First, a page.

Lars Martin Fosse
lmfosse at ONLINE.NO
Mon Mar 2 16:00:12 UTC 1998
At 07:30 02.03.98 -0500, you wrote:
>Quotation from Cavalli-Sforza
>> [...] Linking the two series
>> of events in Turkmenia and the Indus Valley, it seems very likely that both
>> were due to the takover of power by Aryan pastoral nomads who came from the
>> steppes of Cental Asia, spoke an Indo-European language and used iron and
>> Horses. More about their origin was given in section 4.3. [.....]"
*Vidyanath Rao wrote:
>``take-over of power'' implies continuity in the pattern of political
>organization and a political organization to take over.
This is not the only possible interpretation of "take-over power". It may
simply mean that the Indo-Europeans became dominant in the area either in
terms of military power or population (or both).
>will very much dispute that for 2nd millennium BCE India. And do
>philologists really claim that RV shows familiarity with iron?
Apparently opinions are divided. Cavalli-Sforza (and others, let us not
forget the al.) are geneticists, not archaeologists. They receive wisdom
from some arcaheologists etc. and see how their information squares with the
All the geneticists can fairly form an opinion about, is genetic character
of various populations and the direction of the the population movements.
They can for obvious reasons not form opinions about the particulars of the
cultures that the peoples in question actually had. As we all know, there is
no "proto-chariot-gene" or "iron-gene"! :-)
>At first I was miffed at the all the put-downs of scientists in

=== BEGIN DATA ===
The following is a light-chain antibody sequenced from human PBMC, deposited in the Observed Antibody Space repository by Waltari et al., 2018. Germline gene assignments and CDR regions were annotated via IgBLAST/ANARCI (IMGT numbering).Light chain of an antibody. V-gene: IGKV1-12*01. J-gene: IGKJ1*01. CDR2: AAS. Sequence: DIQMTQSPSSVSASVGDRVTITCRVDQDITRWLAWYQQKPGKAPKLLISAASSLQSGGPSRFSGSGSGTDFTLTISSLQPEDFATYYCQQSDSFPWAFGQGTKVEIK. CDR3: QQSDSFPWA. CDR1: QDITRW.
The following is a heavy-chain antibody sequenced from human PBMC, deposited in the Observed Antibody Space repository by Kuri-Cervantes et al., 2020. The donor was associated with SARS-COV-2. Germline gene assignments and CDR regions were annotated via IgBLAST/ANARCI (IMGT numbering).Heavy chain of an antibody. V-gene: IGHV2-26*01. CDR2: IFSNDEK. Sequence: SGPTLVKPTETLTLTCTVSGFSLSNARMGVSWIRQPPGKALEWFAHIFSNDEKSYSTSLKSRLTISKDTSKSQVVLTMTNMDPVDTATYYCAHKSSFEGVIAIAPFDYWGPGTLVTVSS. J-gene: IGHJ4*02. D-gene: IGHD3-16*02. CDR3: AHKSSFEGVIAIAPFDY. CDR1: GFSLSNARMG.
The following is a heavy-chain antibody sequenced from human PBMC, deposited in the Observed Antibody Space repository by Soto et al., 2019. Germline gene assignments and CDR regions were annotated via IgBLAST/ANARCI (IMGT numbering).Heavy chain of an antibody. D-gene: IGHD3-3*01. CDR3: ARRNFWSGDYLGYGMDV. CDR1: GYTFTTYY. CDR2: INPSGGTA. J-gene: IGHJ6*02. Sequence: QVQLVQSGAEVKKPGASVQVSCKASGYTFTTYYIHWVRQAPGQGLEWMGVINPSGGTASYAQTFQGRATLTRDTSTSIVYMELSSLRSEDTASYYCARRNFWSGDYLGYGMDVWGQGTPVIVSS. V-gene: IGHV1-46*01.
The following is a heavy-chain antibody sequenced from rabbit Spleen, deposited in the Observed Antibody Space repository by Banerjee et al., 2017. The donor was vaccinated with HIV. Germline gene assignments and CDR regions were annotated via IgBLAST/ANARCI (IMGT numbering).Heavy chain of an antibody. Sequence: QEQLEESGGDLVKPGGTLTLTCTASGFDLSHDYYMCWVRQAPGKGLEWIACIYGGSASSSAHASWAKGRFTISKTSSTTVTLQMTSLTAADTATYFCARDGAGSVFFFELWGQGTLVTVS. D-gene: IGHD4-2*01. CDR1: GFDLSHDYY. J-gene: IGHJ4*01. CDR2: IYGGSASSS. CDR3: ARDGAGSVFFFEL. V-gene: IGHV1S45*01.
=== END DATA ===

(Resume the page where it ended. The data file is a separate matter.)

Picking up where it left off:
>Indology. But perhaps it is deserved, to judge by the above quote:-)
The put-down of scientists has nothing to do with the fact that they are
scientists, but with the fact that some of them seem to think that expertise
in nuclear physics or mathematics automatically make them qualified to have
strong opinions on Indological or linguistic matters. The point is that in
order to have an opinion on such things, you have to do some basic studies
of the relevant literature. It works the other way around too. If I were a
member of an astronomy list, I would not harangue astronomists in Cyberspace
about my home-cooked opinions about the origin of the universe (if I had
any) - at least not before I had done a few years of relevant study.
>The question is, why are such elementary mistakes tolerated when the
>scientist says what Indologists want to hear?
Who says they are tolerated? If they are wrong, they will not be tolerated. :-)
>Andronov culture, which seem to the currently popular candidate for
>original Indo-Iranians, is familiar with irrigation agriculture.
>Pastoral nomads and irrigation agriculture make for an odd combination,
>don't they?. And is that culture really unfamiliar with wheel-thrown
>pottery, as has been suggested for proto-Indo-iranians?
Pastoral nomads and irrigation culture ... Hmm. I am not an expert on the
Andronovo culture (or Central Asiatic archaeology for that matter), but is
this strictly logical? Assuming that the nomads and the agriculturalists
share the same language and the same basic culture, they would simply have a
But anyway: thank you for a couple of interesting references!
Lars Martin Fosse
Dr.art. Lars Martin Fosse
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